The creation of Cypher

Gremlin, like Neo4j's Java API, was originally intended to be a procedural way of expressing how to query databases. It uses shorter syntaxes to query and remotely access databases through the network. The procedural nature of Gremlin requires users to know the best way to query results, which is still burdensome for application developers. Over the last 30 years, the declarative language SQL has been a great success. SQL can separate the declarative way to get data from how the engine gets data. So the Neo4j engineers wanted to develop a declarative graph query language.

In 2010, Andrés Taylor joined Neo4j as an engineer. Inspired by SQL, he started a project to develop graph query language, which was released as Neo4j 1.4 in 2011. The language is the ancestor of most graph query languages today - Cypher.

Cypher's syntax is based on the use of ASCII art to describe graph patterns. This approach originally came from the annotations on how to describe graph patterns in the source code. An example can be seen as follows.


Simply put, ASCII art uses printable text to describe vertices and edges. Cypher syntax uses () for vertices and -[]-> for edges. (query)-[modeled as]->(drawing) is used to represent a simple graph relationship (which can also be called graph schema): the starting vertex - query, the destination vertex - drawing, and the edge - modeled as.

The first version of Cypher implemented graph reading, but users should specify vertices from which to start querying. Only from these vertices could graph schema matching be supported.

In a later version, Neo4j 1.8, released in October 2012, Cypher added the ability to modify graphs. However, queries still need to specify which nodes to start from.

In December 2013, Neo4j 2.0 introduced the concept of a label, which is essentially an index. This allows the query engine to use the index to select the vertices matched by the schema, without requiring the user to specify the vertex to start the query.

With the popularity of Neo4j, Cypher has a wide community of developers and is widely used in a variety of industries. It is still the most popular graph query language.

In September 2015, Neo4j established the openCypher Implementors Group (oCIG) to open source Cypher to openCypher, to govern and advance the evolution of the language itself through open source.

Subsequent events

Cypher has inspired a series of graph query languages, including:

2015, Oracle released PGQL, a graph language used by the graph engine PGX.

2016, the Linked Data Benchmarking Council (short for LDBC) an industry-renowned benchmarking organization for graph performance, released G-CORE.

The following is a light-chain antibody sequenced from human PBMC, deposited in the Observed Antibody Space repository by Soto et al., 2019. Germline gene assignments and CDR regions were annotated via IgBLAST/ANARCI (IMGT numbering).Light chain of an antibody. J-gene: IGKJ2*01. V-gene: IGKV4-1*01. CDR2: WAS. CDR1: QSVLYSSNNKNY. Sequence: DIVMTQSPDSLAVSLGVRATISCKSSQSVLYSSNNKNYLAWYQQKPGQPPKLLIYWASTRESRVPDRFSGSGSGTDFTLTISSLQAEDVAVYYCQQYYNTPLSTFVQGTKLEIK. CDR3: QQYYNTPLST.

2018, RedisGraph, a Redis-based graph library, adopted Cypher as its graph language.

2019, the International Standards Organization ISO started two projects to initiate the process of developing an international standard for graph languages based on existing industry achievements such as openCypher, PGQL, GSQL12, and G-CORE.

2019, NebulaGraph released NebulaGraph Query Language (nGQL) based on openCypher.


Distributed graph databases

From 2005 to 2010, with the release of Google's cloud computing "Troika", various distributed architectures became increasingly popular, including Hadoop and Cassandra, which have been open-sourced. Several implications are as follows:

  1. The technical and cost advantages of distributed systems over single machines (e.g. Neo4j) or small machines are more obvious due to the increasing volume of data and computation. Distributed systems allow applications to access these thousands of machines as if they were local systems, without the need for much modification at the code level.

  2. The open-source approach allows more people to know emerging technologies and feedback to the community in a more cost-effective way, including code developers, data scientists, and product managers.

Strictly speaking, Neo4j also offers several distributed capabilities, which are quite different from the industry's sense of the distributed system.

  • Neo4j 3. x requires that the full amount of data must be stored on a single machine. Although it supports full replication and high availability between multiple machines, the data cannot be sliced into different subgraphs.

  • Neo4j 4. x stores a part of data on different machines (subgraphs), and then the application layer assembles data in a certain way (called Fabric)13 and distributes the reads and writes to each machine. This approach requires a log of involvement and work from the application layer code. For example, designing how to place different subgraphs on which machines they should be placed and how to assemble some of the results obtained from each machine into the final result.

    The style of its syntax is as follows: